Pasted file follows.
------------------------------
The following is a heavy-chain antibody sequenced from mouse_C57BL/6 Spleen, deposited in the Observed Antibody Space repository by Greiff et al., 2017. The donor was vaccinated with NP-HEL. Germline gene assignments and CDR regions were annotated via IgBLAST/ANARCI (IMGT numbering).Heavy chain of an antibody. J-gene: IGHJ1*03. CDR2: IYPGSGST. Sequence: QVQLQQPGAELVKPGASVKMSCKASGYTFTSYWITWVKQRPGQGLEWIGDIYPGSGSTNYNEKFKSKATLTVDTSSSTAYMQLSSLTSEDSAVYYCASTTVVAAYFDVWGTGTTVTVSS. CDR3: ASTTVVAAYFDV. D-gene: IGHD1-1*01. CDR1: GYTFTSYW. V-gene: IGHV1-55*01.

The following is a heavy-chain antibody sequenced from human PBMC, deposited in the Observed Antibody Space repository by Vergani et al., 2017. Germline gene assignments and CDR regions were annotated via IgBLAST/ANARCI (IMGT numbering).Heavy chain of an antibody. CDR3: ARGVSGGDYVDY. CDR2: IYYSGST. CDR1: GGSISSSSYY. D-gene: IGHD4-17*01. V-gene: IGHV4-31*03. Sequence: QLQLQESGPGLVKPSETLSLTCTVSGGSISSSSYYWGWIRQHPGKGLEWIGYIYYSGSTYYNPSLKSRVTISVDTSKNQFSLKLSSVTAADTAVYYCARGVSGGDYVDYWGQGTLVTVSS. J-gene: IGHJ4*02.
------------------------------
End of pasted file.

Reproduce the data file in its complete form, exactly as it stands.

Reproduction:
The following is a heavy-chain antibody sequenced from mouse_C57BL/6 Spleen, deposited in the Observed Antibody Space repository by Greiff et al., 2017. The donor was vaccinated with NP-HEL. Germline gene assignments and CDR regions were annotated via IgBLAST/ANARCI (IMGT numbering).Heavy chain of an antibody. J-gene: IGHJ1*03. CDR2: IYPGSGST. Sequence: QVQLQQPGAELVKPGASVKMSCKASGYTFTSYWITWVKQRPGQGLEWIGDIYPGSGSTNYNEKFKSKATLTVDTSSSTAYMQLSSLTSEDSAVYYCASTTVVAAYFDVWGTGTTVTVSS. CDR3: ASTTVVAAYFDV. D-gene: IGHD1-1*01. CDR1: GYTFTSYW. V-gene: IGHV1-55*01.

The following is a heavy-chain antibody sequenced from human PBMC, deposited in the Observed Antibody Space repository by Vergani et al., 2017. Germline gene assignments and CDR regions were annotated via IgBLAST/ANARCI (IMGT numbering).Heavy chain of an antibody. CDR3: ARGVSGGDYVDY. CDR2: IYYSGST. CDR1: GGSISSSSYY. D-gene: IGHD4-17*01. V-gene: IGHV4-31*03. Sequence: QLQLQESGPGLVKPSETLSLTCTVSGGSISSSSYYWGWIRQHPGKGLEWIGYIYYSGSTYYNPSLKSRVTISVDTSKNQFSLKLSSVTAADTAVYYCARGVSGGDYVDYWGQGTLVTVSS. J-gene: IGHJ4*02.